While agreement is the basis for all contracts, not all agreements are enforceable. A preliminary question is whether the contract is reasonably certain in its essential terms, or essentially negation, such as price, subject matter and the identity of the parties.
10. See Fisher v Bell  1 QB 394 and Pharmaceutical Society v Boots Cash Chemists  EWCA Civ 6, both of which appeared to turn more on whether a criminal statute should create liability for a shopkeeper, at a time when a literal approach to interpretation of legislation was followed.
11. Partridge v Crittenden  1 WLR 1204
12. Sale of Goods Act 1979 s 57(2)
Generally the courts Endeavour to “make the agreement work“, so in Hillas & Co Ltd v Arcos Ltd, the House of Lords held that an option to buy softwood of “fair specification” was sufficiently certain to be enforced, when read in the context of previous agreements between the parties.
However the courts do not wish to “make contracts for people”, and so in Scammell and Nephew Ltd v Ouston, a clause stipulating the price of buying a new van as “on hire purchase terms” for two years was held unenforceable because there was no objective standard by which the court could know what price was intended or what a reasonable price might be. Similarly, in Baird Textile Holdings Ltd v M&S plc the Court of Appeal held that because the price and quantity to buy would be uncertain, in part, no term could be implied for M&S to give reasonable notice before terminating its purchasing agreement.
03.C Consideration and estoppels:
Consideration is an additional requirement in English law before a contract is enforceable. A person wishing to enforce an agreement must show that they have brought something to the bargain which has “something of value in the eyes of the law”, either by conferring a benefit on another person or incurring a detriment at their request. In practice this means not simple gratitude or love, not things already done in the past, and not promising to perform a pre-existing duty unless performance takes place for a third party.
13. Hillas & Co Ltd v Arcos Ltd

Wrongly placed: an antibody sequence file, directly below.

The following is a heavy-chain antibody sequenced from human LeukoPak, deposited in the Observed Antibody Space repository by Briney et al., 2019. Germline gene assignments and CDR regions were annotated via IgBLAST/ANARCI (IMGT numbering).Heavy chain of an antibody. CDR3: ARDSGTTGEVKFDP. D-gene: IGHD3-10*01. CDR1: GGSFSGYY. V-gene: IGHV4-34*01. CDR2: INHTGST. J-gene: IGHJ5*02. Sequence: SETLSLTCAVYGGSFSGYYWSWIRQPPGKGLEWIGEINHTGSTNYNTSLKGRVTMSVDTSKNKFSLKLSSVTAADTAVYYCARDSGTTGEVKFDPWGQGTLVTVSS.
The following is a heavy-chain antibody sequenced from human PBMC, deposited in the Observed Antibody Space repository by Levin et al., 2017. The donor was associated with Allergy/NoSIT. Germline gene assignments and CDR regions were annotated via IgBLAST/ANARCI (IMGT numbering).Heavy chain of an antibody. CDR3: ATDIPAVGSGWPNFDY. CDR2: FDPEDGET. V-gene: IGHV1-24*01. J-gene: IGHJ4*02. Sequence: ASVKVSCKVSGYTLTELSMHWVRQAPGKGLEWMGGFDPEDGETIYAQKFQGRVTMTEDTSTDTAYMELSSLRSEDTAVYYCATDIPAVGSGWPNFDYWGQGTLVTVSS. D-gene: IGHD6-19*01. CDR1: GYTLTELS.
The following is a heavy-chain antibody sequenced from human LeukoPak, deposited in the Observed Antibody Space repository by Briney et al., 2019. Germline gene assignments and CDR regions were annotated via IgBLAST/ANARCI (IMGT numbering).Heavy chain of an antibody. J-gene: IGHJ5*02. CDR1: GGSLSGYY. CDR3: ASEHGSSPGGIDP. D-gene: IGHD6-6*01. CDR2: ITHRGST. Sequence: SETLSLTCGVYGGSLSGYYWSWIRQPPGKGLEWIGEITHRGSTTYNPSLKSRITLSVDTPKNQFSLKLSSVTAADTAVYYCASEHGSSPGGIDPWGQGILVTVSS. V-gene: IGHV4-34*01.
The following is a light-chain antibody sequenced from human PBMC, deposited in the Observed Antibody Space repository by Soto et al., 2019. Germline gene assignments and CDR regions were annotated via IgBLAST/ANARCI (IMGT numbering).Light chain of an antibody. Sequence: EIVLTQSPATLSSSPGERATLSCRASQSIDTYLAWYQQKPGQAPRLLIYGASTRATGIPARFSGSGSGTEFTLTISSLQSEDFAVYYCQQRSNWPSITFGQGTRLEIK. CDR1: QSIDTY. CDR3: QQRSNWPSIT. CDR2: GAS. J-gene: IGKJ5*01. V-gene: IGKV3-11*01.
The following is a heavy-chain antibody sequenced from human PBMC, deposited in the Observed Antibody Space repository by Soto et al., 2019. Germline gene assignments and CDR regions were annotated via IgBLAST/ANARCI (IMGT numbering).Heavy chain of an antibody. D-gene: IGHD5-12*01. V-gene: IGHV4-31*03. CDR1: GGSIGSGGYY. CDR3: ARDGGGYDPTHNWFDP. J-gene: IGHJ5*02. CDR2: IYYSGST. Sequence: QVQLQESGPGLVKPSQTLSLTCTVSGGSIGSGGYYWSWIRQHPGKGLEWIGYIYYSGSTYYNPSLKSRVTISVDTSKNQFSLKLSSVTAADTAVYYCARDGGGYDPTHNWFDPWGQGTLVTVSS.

14.  1 AC 251
16.  EWCA Civ 274
17. See Thomas v Thomas (1842) 2 QB 851, 859, and Currie v Misa  LR 10 Ex 153, Lush LJ, “A valuable consideration, in the sense of the law, may consist either in some right, interest, profit or benefit accruing to the one party, or some forbearance, detriment, loss or responsibility given, suffered or undertaken by the other.”
Metaphorically speaking consideration is “the price for which the promise is bought”. It is contentious in the sense that it gives rise to a level of complexity that legal systems which do not take their heritage from English law simply do not have. In reality the doctrine of consideration operates in a very small scope, and creates few difficulties in commercial practice.
The common law of privacy of contract is a sub-rule of consideration because it restricts who can enforce an agreement to those who have brought consideration to the bargain. In an early case, Tweddle v Atkinson, it was held that a because a son had not given any consideration for his father in law’s promise to his father to pay the son £200, he could not enforce the promise. Given the principle that standing to enforce an obligation should reflect whoever has a legitimate interest in its performance, a 1996 report by the Law Commission entitled Privities of Contract: Contracts for the Benefit of Third Parties, recommended that while courts should be left free to develop the common law, some of the more glaring injustices should be removed.
This led to the Contracts (Rights of Third Parties) Act 1999. Under section 1, a third party may enforce an agreement if it purports to confer a benefit on the third party, either individually or a member as a class, and there is no expressed stipulation that the person was not intended to be able to enforce it. In this respect there is a strong burden on the party claiming enforcement was not intended by a third party. A third party has the same remedies available as a person privy to an agreement, and can enforce both positive benefits, and limits on liability, such as an exclusion clause.
21. See AT von Mehren, ‘Civil law analogues to consideration: an exercise in comparative analysis’ (1959) 72(4) Harvard Law Review 1009
22. (1996) Report No 242, 5.10. See A Burrows, ‘The Contracts (Rights of Third Parties) Act 1999 and its implications for commercial contracts’  LMCLQ 540, but also, heaping criticism on the reforms, R Stevens, ‘The Contracts (Rights of Third Parties) Act 1999’ (2004) 120 LQR 292
23. CRTPA 1999 ss 1(1)(a), 1(1)(b) and 1(2) respectively.